b)         MARIA Doukaina Laskarina (-[1258/59]).  Georgius Akropolites records the betrothal of "Michaelis…Nicephoro filii sui" and "imperatoris Theodori filiam Mariam" and their marriage in a later passage[158]Ephræmius records the marriage of "filius…despotæ [Michaele] Nicephorus" and "Theodoro…imperatoris filio Mariam"[159].  Her marriage was arranged as part of the peace treaty concluded with Epirus in 1249, but the ceremony did not take place, due to her future father-in-law's hostilities against Nikaia, until after the latter defeated Bulgaria in 1256 when her father was once more anxious to contain Epirus's ambitions[160].  Georgius Akropolites records that "Mariam" wife of "defectoris Michaelis filio Nicephoro" died around the time of her father's death[161]m (betrothed 1249, Thessaloniki [17 Sep/23 Oct] 1256) as his first wife, NIKEPHOROS Doukas Komnenos [Angelos] despot in Nikaia, son of MIKHAEL [II] Komnenos Doukas Angelos Lord of Epirus & his wife Theodora Doukaina Petraliphaina Basilissa ([1240]-[3 Sep 1296/25 Jul 1298]).  He succeeded his father in [1266/67] as Lord of Epirus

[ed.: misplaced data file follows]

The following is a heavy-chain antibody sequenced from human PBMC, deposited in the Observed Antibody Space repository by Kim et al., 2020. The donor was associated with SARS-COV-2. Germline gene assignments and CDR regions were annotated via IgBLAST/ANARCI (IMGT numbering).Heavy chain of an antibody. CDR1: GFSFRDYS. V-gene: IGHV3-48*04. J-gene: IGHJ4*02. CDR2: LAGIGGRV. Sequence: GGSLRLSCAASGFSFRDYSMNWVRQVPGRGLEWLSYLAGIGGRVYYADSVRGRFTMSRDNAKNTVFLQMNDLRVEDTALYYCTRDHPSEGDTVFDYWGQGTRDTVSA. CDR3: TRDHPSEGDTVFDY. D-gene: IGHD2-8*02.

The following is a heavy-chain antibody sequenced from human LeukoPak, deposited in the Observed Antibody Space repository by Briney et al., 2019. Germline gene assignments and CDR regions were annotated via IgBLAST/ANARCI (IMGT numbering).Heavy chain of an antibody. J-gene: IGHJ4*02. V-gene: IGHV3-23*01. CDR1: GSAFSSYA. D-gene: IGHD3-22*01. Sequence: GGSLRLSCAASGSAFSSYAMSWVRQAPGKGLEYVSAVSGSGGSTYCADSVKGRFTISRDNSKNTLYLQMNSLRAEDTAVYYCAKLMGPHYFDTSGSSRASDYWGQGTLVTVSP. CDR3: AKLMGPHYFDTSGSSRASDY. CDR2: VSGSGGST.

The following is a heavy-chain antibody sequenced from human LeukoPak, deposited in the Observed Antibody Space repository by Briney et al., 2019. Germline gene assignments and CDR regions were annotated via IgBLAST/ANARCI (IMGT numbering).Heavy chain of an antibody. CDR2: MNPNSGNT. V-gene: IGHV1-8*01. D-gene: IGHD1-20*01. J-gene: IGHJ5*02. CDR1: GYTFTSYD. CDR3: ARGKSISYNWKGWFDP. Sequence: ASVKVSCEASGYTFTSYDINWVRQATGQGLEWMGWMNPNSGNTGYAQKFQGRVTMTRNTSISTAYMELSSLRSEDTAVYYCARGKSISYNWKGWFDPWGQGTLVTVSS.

c)         IOANNES Doukas Laskaris (25 Dec 1250-[1305]).  Georgius Akropolites names "Ioannem…Theodoram et Eudociam" as the three remaining unmarried children of Emperor Theodoros II, stating that Ioannes was "puer impubes" and eight years old when his father died[162]Ephræmius names "parvulum Ioannem…duasque virgunculas, Eudociam…ac Theodoram" as the three children still remaining at home when "Theodorus" died[163].  He succeeded his father in 1258 as Emperor IOANNES IV, under the regency of Georgios Muzalon, appointed by his father under his will, who was overthrown after nine days by Mikhael Palaiologos and killed in the church at Sosandra[164]Ephræmius names "Georgius Muzalo" as the tutor of Emperor Ioannes after his accession[165].  Mikhael Palaiologos engineered his own coronation as co-emperor at Nymphaison 1 Jan 1259, Emperor Ioannes being persuaded to refuse his own coronation[166].  The Nikaians concluded the Treaty of Nymphaeon with the Genoese in Mar 1261, to gain their support with a view to attacking Constantinople[167].  The city was captured easily by Alexios Strategopolos 25 Jul 1261, in an unplanned attack after he found that the Frankish garrison was absent[168].  Co-Emperor Mikhael VIII rushed to the city, leaving Ioannes IV in Anatolia, and had himself crowned emperor alone.  Emperor Ioannes was deposed 25 Dec 1261, blinded and imprisoned.  He became a monk as IOASAPH